The U.S. Senate is slated to have at least five separate committee markups and votes on President Donald Trump’s U.S.-Mexico-Canada Agreement (USMCA), over the next week.
The USMCA, which was originally signed in November 2018 and then revised in December 2019, has been one of the few issues that U.S. politicians on both sides of the aisle agree on. After the House gave an overwhelmingly bipartisan vote of 385-41 in favor of the USMCA, last month, Senate Republicans and Democrats have followed in suit. On Tuesday, the Senate Finance Committee casted a unified vote of 25-3 in favor of the trade deal, as well.
Under normal circumstances, usually only the Senate Finance Committee votes on a trade deal prior to it reaching the floor. But late last week, the Senate’s parliamentarian came to the determination that at least six other committees have to take part as well, citing the U.S. Trade Act of 1974.
On Tuesday, January 14, the Budget Committee and the Environment Public Works Committee are set to cast votes on the proposal. The following day, both the Commerce Committee and the Health, Education, Labor and Pension Committee will take up the agreement as well, says aides, according to POLITICO. Following in suit, the Foreign Relations Committee is planning to take up the pact on Thursday, January 16.
There is also the potential for a sixth vote from the Appropriations Committee by the end of the week. However, there is not yet an expected date for the panel to markup the trade deal, another aide reports.
Many Senators have recently spoken out about their hopes for swift progress on the USMCA, including Senate Finance Committee Chair Chuck Grassley (R-Iowa), who hosted a press conference on Thursday, January 9.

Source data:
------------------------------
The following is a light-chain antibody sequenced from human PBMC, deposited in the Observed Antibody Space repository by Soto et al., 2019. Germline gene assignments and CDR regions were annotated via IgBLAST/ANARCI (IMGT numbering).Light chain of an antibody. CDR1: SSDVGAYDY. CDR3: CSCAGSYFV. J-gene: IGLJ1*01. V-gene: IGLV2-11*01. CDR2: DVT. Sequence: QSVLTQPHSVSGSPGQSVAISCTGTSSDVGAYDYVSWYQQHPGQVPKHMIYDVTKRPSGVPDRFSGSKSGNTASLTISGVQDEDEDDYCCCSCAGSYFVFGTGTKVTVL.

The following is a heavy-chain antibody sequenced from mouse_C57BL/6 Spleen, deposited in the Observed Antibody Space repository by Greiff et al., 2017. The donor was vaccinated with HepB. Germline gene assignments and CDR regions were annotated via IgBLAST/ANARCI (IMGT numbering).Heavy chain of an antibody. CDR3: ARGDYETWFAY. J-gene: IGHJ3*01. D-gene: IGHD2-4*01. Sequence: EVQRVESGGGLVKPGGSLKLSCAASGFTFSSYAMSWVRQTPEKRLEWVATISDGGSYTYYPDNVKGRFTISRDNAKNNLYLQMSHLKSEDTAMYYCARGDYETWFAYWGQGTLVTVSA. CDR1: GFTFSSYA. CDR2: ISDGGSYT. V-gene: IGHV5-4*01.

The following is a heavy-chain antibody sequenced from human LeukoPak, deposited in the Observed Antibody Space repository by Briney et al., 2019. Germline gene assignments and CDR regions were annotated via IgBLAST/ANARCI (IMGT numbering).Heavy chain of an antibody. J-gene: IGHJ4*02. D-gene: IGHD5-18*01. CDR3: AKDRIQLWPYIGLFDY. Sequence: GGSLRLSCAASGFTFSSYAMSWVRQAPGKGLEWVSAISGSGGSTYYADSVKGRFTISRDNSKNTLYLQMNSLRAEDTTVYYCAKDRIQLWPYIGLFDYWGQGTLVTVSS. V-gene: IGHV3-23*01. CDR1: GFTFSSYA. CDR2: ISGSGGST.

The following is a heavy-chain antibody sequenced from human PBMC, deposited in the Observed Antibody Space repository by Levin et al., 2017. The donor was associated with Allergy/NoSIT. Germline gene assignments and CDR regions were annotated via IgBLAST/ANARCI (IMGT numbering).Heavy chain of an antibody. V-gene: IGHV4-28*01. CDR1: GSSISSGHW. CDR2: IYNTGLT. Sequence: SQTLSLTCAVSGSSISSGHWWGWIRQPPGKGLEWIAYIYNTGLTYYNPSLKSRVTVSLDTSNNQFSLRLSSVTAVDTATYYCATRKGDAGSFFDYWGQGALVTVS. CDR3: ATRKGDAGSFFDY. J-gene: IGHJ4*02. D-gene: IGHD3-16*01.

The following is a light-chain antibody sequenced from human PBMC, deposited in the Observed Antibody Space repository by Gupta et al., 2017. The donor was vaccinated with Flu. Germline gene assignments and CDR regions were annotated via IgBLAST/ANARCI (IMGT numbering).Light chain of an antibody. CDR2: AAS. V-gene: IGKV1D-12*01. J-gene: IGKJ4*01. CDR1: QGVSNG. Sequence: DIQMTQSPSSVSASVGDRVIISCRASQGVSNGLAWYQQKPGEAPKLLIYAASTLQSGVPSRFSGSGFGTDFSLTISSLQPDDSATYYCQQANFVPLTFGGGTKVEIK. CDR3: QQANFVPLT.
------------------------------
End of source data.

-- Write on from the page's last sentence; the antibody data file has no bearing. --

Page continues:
“The USMCA is very good for agriculture,” touted Grassley, alongside colleagues, Sens. Roger Wicker (R-Miss.), John Barrasso (R-Wyo.), and Jim Risch (R-Idaho). “This is something that is very good from an economic standpoint, for agriculture, small business, and manufacturing,” he added.
But it’s not just the Senate GOP who are enthusiastic about the prospect of the USMCA, as Senate Democrats also been very outspoken of their approval. Soon after the passage of the trade deal in the House, Sens. Sherrod Brown (D-Ohio), Ron Wyden (D-Ore.), threw their support behind it, as well as Democratic presidential hopefuls, Amy Klobuchar (D-Minn.), Michael Bennet (D-Colo.) and Elizabeth Warren (D-Mass.), just to name a few.
Sen. Warren, who was initially in opposition of USMCA, said on Friday, January 3, that this deal would be a net benefit for the U.S. economy. In an interview with a CBS affiliate in Boston, the Massachusetts Senator stated that “this agreement makes improvements” for workers who “have had the legs taken out from underneath them.”
“It’s going to help open up some markets for farmers, they need that stability,” she went on. “It’s going to help with enforceable labor standards, and that’s going to be useful.”
Despite the highly potent bipartisanship for the USMCA in the Senate, not everybody is on board. Sen. Bernie Sanders (I-Vt.) vowed in the December debate that “it is not going to stop corporations from moving to Mexico,” and Sen. Pat Toomey (R-Pa.) called the USMCA an “exercise, through all types of new provisions, to diminish trade.”
With all of the trade deal’s support it is likely to pass a floor vote. However, with impending articles of impeachment, the trade pact could be delayed for weeks, depending on the start date of the Senate impeachment trial.
by Louie Gasper for The Yucatan Times
Louie Gasper is a senior at The Evergreen State College in the U.S., majoring in Political Science & Journalism, and is currently studying at the Council on International Educational Exchange’s Yucatán campus. Previously, Louie has interned at C-SPAN. In 2019, he was an intern for NBC News & MSNBC’s “Meet the Press,” the longest-running show in television history. Louie’s interest for politics and journalism stems from his upbringing in the foster care system, where he gained legislative, policy, and storytelling experience by serving in various political roles for child welfare efforts around the U.S.
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